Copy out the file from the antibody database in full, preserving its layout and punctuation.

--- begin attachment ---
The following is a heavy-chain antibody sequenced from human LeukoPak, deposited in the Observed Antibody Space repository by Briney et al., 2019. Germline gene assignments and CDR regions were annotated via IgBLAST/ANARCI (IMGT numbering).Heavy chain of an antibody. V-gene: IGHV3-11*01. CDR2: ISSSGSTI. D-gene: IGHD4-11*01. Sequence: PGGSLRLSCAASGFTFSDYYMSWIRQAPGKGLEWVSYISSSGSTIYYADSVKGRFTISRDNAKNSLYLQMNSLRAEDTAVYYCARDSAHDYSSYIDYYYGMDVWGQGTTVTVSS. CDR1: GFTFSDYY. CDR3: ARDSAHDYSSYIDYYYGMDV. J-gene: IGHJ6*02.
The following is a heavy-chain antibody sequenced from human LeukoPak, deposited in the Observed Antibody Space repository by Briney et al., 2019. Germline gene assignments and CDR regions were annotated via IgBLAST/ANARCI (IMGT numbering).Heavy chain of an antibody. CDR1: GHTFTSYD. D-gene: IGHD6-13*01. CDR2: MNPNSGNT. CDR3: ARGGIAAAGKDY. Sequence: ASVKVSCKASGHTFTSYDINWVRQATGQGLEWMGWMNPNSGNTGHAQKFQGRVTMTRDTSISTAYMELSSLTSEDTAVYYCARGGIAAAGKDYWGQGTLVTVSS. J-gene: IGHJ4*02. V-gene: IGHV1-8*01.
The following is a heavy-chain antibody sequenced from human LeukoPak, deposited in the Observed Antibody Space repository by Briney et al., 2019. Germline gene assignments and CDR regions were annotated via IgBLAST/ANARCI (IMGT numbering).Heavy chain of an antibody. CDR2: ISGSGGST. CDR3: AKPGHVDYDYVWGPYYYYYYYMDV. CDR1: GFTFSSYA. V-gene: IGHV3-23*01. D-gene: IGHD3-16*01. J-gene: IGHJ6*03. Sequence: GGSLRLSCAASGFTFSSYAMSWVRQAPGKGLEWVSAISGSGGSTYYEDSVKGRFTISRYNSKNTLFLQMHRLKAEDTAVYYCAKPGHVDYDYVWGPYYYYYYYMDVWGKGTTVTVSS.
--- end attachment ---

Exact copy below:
The following is a heavy-chain antibody sequenced from human LeukoPak, deposited in the Observed Antibody Space repository by Briney et al., 2019. Germline gene assignments and CDR regions were annotated via IgBLAST/ANARCI (IMGT numbering).Heavy chain of an antibody. V-gene: IGHV3-11*01. CDR2: ISSSGSTI. D-gene: IGHD4-11*01. Sequence: PGGSLRLSCAASGFTFSDYYMSWIRQAPGKGLEWVSYISSSGSTIYYADSVKGRFTISRDNAKNSLYLQMNSLRAEDTAVYYCARDSAHDYSSYIDYYYGMDVWGQGTTVTVSS. CDR1: GFTFSDYY. CDR3: ARDSAHDYSSYIDYYYGMDV. J-gene: IGHJ6*02.
The following is a heavy-chain antibody sequenced from human LeukoPak, deposited in the Observed Antibody Space repository by Briney et al., 2019. Germline gene assignments and CDR regions were annotated via IgBLAST/ANARCI (IMGT numbering).Heavy chain of an antibody. CDR1: GHTFTSYD. D-gene: IGHD6-13*01. CDR2: MNPNSGNT. CDR3: ARGGIAAAGKDY. Sequence: ASVKVSCKASGHTFTSYDINWVRQATGQGLEWMGWMNPNSGNTGHAQKFQGRVTMTRDTSISTAYMELSSLTSEDTAVYYCARGGIAAAGKDYWGQGTLVTVSS. J-gene: IGHJ4*02. V-gene: IGHV1-8*01.
The following is a heavy-chain antibody sequenced from human LeukoPak, deposited in the Observed Antibody Space repository by Briney et al., 2019. Germline gene assignments and CDR regions were annotated via IgBLAST/ANARCI (IMGT numbering).Heavy chain of an antibody. CDR2: ISGSGGST. CDR3: AKPGHVDYDYVWGPYYYYYYYMDV. CDR1: GFTFSSYA. V-gene: IGHV3-23*01. D-gene: IGHD3-16*01. J-gene: IGHJ6*03. Sequence: GGSLRLSCAASGFTFSSYAMSWVRQAPGKGLEWVSAISGSGGSTYYEDSVKGRFTISRYNSKNTLFLQMHRLKAEDTAVYYCAKPGHVDYDYVWGPYYYYYYYMDVWGKGTTVTVSS.